By Erik Wasson - 03/17/11 08:25 PM EDT
At a time of budget battles between Republicans and Democrats, House Majority Leader Eric CantorEric CantorThe Trail 2016: On the fringe Cantor 'pleased' Trump is embracing Jeb Bush's immigration plan Trump’s Breitbart hire sends tremors through Capitol Hill MORE (R-Va.) announced Thursday a new bipartisan, bicameral effort to reform government and reduce waste that he will be working on in conjunction with House Minority Whip Steny Hoyer (D-Md.).
The effort will focus on putting into practice a series of recent recommendations by the Government Accountability Office (GAO) which has identified dozens of areas of waste and duplication.
Cantor said that to facilitate committee work, a new process will be developed to come up with at least three concrete proposals in the short term.
“Partnering with Senator Coburn and Democratic Whip Steny Hoyer, these bipartisan, bicameral efforts will directly address the extremely concerning GAO report that identified billions of dollars in taxpayer money that is going to waste on duplicative and overlapping federal programs,” Cantor said.
“In the coming days we will be working to set up a process so that members from the various affected committees can work together to propose crosscutting solutions, focusing on at least three specific areas that we can address most quickly,” he said.
A Democrat aide said “Hoyer and Cantor have talked about what can be done to respond to the GAO report, and are still talking.”
In the Senate, Majority Leader Harry ReidHarry Reid10 most expensive House races McConnell: Senate won't take up TPP this year Politicians can’t afford to ignore Latinos MORE (D-Nev.) and Minority Leader Mitch McConnellMitch McConnellSanders, Merkley back McConnell decision to skip TPP vote John McCain: No longer a profile in courage McConnell: Senate won't take up TPP this year MORE (R-Ky.) have both endorsed looking at the report as a starting point for saving hundreds of billions in spending.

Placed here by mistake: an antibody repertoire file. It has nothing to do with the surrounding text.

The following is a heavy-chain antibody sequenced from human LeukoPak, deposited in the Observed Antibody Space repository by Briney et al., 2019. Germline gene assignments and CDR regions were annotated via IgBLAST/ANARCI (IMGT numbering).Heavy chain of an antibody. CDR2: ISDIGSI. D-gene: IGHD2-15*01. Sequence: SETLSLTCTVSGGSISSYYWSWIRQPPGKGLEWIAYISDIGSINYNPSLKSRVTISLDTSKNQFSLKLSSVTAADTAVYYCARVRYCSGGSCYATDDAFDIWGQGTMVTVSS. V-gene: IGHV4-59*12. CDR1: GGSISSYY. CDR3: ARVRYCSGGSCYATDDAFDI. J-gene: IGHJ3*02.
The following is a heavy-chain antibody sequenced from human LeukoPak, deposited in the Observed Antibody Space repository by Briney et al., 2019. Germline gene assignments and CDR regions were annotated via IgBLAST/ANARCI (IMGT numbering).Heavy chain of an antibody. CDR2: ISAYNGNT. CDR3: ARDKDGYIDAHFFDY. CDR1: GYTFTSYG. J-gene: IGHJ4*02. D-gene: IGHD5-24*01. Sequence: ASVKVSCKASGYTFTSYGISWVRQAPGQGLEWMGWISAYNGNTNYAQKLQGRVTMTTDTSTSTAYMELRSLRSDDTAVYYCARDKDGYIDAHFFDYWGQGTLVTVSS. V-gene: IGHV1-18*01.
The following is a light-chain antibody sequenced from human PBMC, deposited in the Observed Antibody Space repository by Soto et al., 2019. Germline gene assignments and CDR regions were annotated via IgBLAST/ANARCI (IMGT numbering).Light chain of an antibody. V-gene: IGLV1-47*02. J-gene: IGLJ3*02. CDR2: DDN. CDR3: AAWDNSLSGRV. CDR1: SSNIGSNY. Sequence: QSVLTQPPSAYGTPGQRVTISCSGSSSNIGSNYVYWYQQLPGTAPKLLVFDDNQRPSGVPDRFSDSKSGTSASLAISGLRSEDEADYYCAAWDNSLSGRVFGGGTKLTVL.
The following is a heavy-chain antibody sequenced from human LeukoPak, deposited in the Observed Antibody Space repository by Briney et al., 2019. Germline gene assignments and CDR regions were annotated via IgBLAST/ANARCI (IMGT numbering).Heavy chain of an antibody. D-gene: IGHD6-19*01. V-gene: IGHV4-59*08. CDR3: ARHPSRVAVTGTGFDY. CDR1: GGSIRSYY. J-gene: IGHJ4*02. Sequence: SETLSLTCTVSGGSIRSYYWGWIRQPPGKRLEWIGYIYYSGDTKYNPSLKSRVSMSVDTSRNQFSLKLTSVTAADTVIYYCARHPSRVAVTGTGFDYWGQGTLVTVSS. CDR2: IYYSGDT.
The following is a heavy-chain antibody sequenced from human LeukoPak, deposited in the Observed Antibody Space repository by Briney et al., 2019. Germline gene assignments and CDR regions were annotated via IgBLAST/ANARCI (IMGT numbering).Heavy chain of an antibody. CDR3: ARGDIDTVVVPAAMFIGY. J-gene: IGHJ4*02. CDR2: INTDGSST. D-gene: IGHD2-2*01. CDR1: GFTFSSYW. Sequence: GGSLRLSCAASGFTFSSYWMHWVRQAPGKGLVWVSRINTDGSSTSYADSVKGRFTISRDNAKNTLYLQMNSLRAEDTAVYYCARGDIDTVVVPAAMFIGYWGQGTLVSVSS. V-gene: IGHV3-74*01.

The 34 areas identified by the GAO for reform are:
- The fragmented food safety system
- Realigning the military’s medical command
- Streamlining 31 agencies that provide for urgent soldier needs
- Lack of coordination by counter-improvised explosive devices
- Streamlining military intelligence gathering
- Avoiding duplicate purchasing of tactical wheeled vehicles
- Improve oversight of Defense’ prepositioning and stockpiling programs
- Defense business systems can be modernized
- The fragmented economic development programs
- Federal transportation programs that lack accountability
- Duplicative federal effort to provide water to the Mexico border region
- Conflicting federal vehicle energy goals
- Duplicative ethanol programs
- Government IT systems have divergent goals
- Duplicative federal data centers
- Duplicative contracting agencies
- Reviewing tax earmarks
- Modernizing health records by Defense and Veterans Affairs
- Controlling drug costs by Defense and Veterans Affairs
- Integrating public health information systems
- Integrating systems against biowarfare
- Duplication in securing the northern border
- Justice Department explosives investigations
- Transportation Security Agency’s assessments of commercial trucking
- Homeland Security can streamline information collecting with public transit agencies.
- FEMA can improve oversight of grants
- Duplicative development efforts in Afghanistan
- Overlapping arms control bureaus
- Administrative overlap on domestic food assistance
- Lack of coordination of federal homelessness programs
- Waste in transportation programs for the disadvantaged
- Duplication in job training programs
- Multiple programs ensuring teacher quality
- Fragmented financial literacy programs